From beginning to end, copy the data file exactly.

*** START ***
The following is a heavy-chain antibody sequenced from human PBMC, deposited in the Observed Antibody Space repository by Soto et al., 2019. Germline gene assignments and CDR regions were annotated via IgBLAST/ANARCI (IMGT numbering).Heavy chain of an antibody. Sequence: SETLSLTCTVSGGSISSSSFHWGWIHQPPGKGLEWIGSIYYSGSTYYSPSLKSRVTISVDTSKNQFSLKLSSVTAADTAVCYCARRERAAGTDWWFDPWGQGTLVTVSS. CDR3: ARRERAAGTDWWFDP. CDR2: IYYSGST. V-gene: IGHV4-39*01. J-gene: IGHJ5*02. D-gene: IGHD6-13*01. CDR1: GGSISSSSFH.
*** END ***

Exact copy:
The following is a heavy-chain antibody sequenced from human PBMC, deposited in the Observed Antibody Space repository by Soto et al., 2019. Germline gene assignments and CDR regions were annotated via IgBLAST/ANARCI (IMGT numbering).Heavy chain of an antibody. Sequence: SETLSLTCTVSGGSISSSSFHWGWIHQPPGKGLEWIGSIYYSGSTYYSPSLKSRVTISVDTSKNQFSLKLSSVTAADTAVCYCARRERAAGTDWWFDPWGQGTLVTVSS. CDR3: ARRERAAGTDWWFDP. CDR2: IYYSGST. V-gene: IGHV4-39*01. J-gene: IGHJ5*02. D-gene: IGHD6-13*01. CDR1: GGSISSSSFH.